I suppose that the date 9/11 and disaster recovery will be linked forever. Although your first thoughts about disaster recovery might be to categorize it as an enterprise problem, disaster recovery applies to all levels of business, including applications running on SQL Server 2005 Express. At its core, disaster recovery is a simple concept: Get your SQL Server Express database and applications up and running after an unforeseen situation that interrupts application and database availability.

The specifics of a disaster-recovery plan will vary according to the needs of a business and the role of the SQL Server Express database. On one extreme, you might have a single-user database application that's read-only that doesn't require a backup plan. In this scenario, if the database or application fails because of a disaster, you simply reinstall it.

But any time you have an updateable database, you'll want to protect the time investment your users made to enter and update the data. If SQL Server Express is the core database for small-to-midsized business (SMB) line-of-business or Web-site applications, you'll want to have a robust disaster-recovery plan in place to quickly recover the database in the event of an unplanned outage. Somewhere in the middle, between a single-user and multi-user scenario, lies the single-user desktop application scenario. A business won’t stop functioning if these applications aren't available, but you still need to protect the user's work and minimize any data loss in the event of a system or site failure.

SQL Server Express offers various backup capabilities to protect your data. In "Managing SQL Server Express" (in the archive at http://www.sqlmag.com/Articles/ArticleID/93004/93004.html ) I explain how you can interactively back up SQL Server Express by using SQL Server Management Studio Express (SSMSE). And in "Backing Up Your Database" (in the same archive) I describe how to back up your database by using T-SQL scripts. You can refer to this archive for specific backup examples. However, these articles don't go into some of the more advanced backup capabilities in SQL Server Express.

In addition to a full-database backup, SQL Server Express also supports differential and transaction log backups. A differential backup saves all of the changes in the database since the last full database backup. Transaction log backups save the most recent changes to the database (called transactions) so that you can use those saved transactions to restore to a given point in time with full database integrity. Thus, changes to all related tables will be saved and restored together--keeping the data in synch. The benefits of doing these types of backups are reduced time to perform the backup and reduced media requirements. If your site needs SMB-level data protection but you haven’t implemented a backup plan, you might want to start doing a full backup at the end of each day, a differential backup every four hours, and a log backup every half hour. To recover a database using full, differential, and log backups, you first restore the last full backup. Then you restore the last differential backup followed by the log backups that have occurred since the last differential backup.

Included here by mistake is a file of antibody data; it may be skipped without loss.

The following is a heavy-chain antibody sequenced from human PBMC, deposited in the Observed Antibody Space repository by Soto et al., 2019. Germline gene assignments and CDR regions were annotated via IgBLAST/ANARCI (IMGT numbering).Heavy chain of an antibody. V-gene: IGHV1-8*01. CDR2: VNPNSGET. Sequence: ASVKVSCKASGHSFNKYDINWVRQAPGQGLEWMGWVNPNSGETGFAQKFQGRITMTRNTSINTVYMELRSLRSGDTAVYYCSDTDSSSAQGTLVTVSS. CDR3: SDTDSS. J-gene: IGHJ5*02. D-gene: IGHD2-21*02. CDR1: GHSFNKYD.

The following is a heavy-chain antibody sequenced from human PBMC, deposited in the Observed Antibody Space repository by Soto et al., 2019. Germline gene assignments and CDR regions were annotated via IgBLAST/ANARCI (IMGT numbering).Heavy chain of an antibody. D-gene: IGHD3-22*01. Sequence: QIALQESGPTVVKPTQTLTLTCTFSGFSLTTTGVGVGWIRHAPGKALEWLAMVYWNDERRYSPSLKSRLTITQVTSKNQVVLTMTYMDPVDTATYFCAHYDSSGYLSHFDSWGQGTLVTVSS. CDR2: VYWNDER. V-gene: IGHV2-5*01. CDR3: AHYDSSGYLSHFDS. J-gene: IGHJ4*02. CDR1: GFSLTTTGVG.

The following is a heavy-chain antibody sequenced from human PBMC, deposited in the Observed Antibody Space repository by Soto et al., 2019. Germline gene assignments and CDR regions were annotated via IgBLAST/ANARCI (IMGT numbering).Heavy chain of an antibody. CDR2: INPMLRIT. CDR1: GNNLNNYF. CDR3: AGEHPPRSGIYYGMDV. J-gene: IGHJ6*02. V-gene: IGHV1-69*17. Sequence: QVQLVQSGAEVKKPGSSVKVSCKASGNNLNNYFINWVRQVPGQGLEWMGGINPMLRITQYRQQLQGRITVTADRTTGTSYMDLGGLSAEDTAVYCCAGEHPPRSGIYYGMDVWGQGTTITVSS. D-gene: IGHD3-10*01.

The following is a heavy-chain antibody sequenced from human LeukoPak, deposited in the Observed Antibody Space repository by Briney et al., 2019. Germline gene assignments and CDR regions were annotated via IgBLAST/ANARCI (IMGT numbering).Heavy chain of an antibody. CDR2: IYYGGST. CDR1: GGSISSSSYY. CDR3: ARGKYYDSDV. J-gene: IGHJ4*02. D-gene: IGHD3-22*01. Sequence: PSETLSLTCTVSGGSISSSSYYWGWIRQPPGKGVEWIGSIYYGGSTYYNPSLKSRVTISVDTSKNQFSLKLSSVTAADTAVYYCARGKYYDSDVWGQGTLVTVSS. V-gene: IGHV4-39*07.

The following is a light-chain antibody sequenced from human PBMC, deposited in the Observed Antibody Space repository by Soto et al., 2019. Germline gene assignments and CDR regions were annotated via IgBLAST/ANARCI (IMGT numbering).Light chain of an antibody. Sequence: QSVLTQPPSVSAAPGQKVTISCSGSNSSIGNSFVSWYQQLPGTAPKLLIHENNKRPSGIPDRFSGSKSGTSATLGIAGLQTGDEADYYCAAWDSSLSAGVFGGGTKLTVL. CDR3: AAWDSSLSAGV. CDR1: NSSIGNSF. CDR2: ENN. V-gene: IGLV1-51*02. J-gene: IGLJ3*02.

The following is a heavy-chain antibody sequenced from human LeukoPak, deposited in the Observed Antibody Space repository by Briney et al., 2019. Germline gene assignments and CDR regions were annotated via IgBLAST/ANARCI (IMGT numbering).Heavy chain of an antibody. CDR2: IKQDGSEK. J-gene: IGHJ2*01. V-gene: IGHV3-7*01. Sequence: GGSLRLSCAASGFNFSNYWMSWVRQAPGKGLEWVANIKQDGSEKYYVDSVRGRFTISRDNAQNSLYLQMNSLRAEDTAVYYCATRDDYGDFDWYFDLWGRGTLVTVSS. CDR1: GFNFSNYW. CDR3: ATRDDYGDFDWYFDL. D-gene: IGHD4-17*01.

Backup is only a piece of the overall disaster-recovery picture. You need to keep two additional important points in mind as well. First, backup is useless without the ability to restore. You need to regularly test your disaster-recovery backup plan to make sure it will work when you need it. Remember that restoring a database always takes longer than backing it up, so you need to factor this extra time into your plan. Second, if site recovery is part of your plan, make sure that you have an offsite copy of your backup media. In addition, if you're backing up sensitive data, it's also a good idea to encrypt the backup. Disaster recovery is like the Boy Scout's motto: Be prepared.